‘Institutional investors over the last three to five years have decided that
one way they can make a difference is by choosing a corporate governance
topic they think is important and pursuing it,’ says Laura Hewett, counsel
at King & Spalding.
The increase in investor actions
means governance is now an issue for IR as much as for corporate
secretaries. Instead of being messengers, IROs have become brokers. They
must explain the board’s rationales to investors and bring institutional
investors’ views into the boardroom. Companies can’t afford to look bad in
proxy votes like say on pay. A negative investor ballot on compensation is
bad publicity and can lead to shareholder lawsuits.
According to Steve Cross, managing
partner of compensation consultancy Cogent Compensation Partners, ‘20
percent of the companies that failed say on pay were also sued over their
executive compensation programs.’ Furthermore, ISS and Glass Lewis have made
governance a central aspect of how they judge and rate companies. Look bad
in their models and you can expect even more grief from investors.
Last year, at least 70 companies
filed additional proxy soliciting materials to plead their cases directly to
investors in the face of proxy advisory firm disapproval, according to
Shirodkar. ‘I was involved in two additional filings for companies,’ he
says. ‘It’s stressful and causes a divergence of management’s attention. It
takes up a lot of time.’
Making committees work
Creating an internal environment
where the corporate secretary, IRO and outside consultants can work together
isn’t easy. Corporate cultures, job responsibilities and organization
structures vary enough that every company’s solution will be different.
There are some principles that will
always apply, however. Coordination is a must – without it, ‘you end up with
a potentially disjointed program and storyline,’ Ferracone warns.
For collaboration to work, everyone
must start from the meaning and purpose of the organization, says Wolfe.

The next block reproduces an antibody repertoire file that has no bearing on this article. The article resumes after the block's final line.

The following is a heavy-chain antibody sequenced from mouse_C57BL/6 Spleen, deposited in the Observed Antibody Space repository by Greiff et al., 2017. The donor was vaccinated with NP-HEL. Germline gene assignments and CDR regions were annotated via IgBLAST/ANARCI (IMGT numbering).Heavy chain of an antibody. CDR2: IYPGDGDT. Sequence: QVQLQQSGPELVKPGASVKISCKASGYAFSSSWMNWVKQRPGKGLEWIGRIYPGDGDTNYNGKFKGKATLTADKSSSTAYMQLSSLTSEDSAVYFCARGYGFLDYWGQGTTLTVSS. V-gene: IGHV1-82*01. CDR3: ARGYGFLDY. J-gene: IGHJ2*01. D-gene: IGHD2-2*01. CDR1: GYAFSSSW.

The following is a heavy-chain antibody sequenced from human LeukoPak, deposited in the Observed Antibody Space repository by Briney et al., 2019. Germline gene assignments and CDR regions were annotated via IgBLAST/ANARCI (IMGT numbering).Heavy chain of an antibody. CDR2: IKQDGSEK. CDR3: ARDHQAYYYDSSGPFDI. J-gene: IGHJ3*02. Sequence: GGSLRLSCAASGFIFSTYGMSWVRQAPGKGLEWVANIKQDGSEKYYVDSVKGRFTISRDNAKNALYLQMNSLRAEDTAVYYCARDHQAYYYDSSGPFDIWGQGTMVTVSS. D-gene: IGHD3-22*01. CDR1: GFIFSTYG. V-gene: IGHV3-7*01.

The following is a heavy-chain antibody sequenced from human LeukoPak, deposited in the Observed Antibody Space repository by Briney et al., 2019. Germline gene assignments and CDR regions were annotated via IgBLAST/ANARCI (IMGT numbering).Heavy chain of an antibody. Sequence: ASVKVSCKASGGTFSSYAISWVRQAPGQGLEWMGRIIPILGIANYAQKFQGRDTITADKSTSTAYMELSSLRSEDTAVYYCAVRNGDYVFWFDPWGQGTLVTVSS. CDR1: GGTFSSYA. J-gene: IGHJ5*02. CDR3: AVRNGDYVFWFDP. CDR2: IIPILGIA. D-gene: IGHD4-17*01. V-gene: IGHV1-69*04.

‘Out of that comes the message you want to communicate to the world.’
IR should bring in the voice of the
investor, but often the department only talks to the people that buy stock,
not to other institutional investors or departments that make proxy
decisions. Discussion has to start long before proxy season. Some companies
have a fifth analyst call of the year or separate roadshow to talk with the
institutional investor proxy heads about executive compensation and other
Setting up meetings requires
patience, as investor proxy representatives must handle similar requests
from many companies. The legal team must review previous assumptions about
governance policies. ‘There’s probably an expansion of things the disclosure
policy should cover that likely weren’t contemplated when the policies were
drafted,’ says Sullivan & Worcester partner Howard Berkenblit.
The company should also take a more
collaborative approach with external parties. When proxy advisory firms
suggest voting against directors or compensation, try negotiating to find
compromise language for a better score or sending out additional persuasive
The days of
absolute decisions in governance are over, but with the corporate secretary,
IR and other parts of the organization working together, the collaborative
approach can be more successful and rewarding than ever before.
Cross Border Ltd. 1995–2011.